In this highly praised autobiographical work, the author of "The Great War" and "Modern Memory" recounts his own experience of combat in World War II and how it became a determining force in his life. "Doing Battle" is at once a summing-up of one man's life and a profoundly thoughtful portrait of America's own search for identity in the second half of this century. of photos.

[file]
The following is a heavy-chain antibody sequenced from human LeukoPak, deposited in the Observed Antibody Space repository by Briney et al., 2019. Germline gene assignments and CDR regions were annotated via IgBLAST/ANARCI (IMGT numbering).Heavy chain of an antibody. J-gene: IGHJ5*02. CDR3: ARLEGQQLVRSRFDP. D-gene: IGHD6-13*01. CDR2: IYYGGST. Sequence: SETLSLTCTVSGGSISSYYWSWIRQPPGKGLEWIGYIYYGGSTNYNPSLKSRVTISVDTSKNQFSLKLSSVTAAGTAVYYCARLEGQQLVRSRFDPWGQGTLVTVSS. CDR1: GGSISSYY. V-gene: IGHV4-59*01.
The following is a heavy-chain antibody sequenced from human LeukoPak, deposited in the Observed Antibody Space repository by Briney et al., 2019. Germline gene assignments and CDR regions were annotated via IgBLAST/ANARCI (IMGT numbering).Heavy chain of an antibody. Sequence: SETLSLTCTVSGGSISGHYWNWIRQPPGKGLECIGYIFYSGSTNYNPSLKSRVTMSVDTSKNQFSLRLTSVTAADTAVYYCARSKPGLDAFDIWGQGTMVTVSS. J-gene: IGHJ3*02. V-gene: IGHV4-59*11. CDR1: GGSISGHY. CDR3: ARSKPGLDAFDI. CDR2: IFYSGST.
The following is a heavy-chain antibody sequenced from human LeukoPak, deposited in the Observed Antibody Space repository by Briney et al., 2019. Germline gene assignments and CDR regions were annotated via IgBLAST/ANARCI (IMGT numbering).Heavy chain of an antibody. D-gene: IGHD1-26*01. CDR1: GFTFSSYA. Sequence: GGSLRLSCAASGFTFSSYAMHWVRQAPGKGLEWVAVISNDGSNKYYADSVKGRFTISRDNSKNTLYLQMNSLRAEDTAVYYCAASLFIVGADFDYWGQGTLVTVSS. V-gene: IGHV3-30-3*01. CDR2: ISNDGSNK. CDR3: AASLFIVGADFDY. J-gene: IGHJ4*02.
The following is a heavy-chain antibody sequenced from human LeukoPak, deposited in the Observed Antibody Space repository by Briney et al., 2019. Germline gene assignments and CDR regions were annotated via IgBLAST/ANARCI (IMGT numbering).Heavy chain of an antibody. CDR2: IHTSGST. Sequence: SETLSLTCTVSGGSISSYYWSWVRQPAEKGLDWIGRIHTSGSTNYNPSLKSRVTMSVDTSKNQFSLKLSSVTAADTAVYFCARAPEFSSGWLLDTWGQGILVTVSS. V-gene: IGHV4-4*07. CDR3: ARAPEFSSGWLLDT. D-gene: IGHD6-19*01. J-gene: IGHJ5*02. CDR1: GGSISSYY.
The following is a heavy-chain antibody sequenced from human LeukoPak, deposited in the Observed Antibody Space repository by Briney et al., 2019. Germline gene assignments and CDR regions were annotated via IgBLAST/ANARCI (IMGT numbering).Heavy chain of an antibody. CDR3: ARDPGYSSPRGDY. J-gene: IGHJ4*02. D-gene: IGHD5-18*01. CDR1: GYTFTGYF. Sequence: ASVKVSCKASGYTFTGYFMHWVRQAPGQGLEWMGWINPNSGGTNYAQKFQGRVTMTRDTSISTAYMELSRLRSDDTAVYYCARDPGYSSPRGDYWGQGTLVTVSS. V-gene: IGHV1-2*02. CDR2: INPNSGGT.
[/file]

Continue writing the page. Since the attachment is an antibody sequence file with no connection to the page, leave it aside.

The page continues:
For most, World War II is nothing but a chapter in history--for most Americans, a rosy and happy one. But Paul Fussell, a novelist and WWII veteran, reminds us that only those who've experienced it can truly understand that war is hell. He writes with bite and humor of the horrors and inequalities of the so-called "Good War," which he says "for the United States, [was] an unintended form of eugenics, clearing the population of the dumbest, the least skilled, the least promising of all Americans." Not exactly the thoughts of a sentimentalist, but the notion that war is horrible should be eternally reinforced, and Fussell does so with a fury and skill few writers can muster.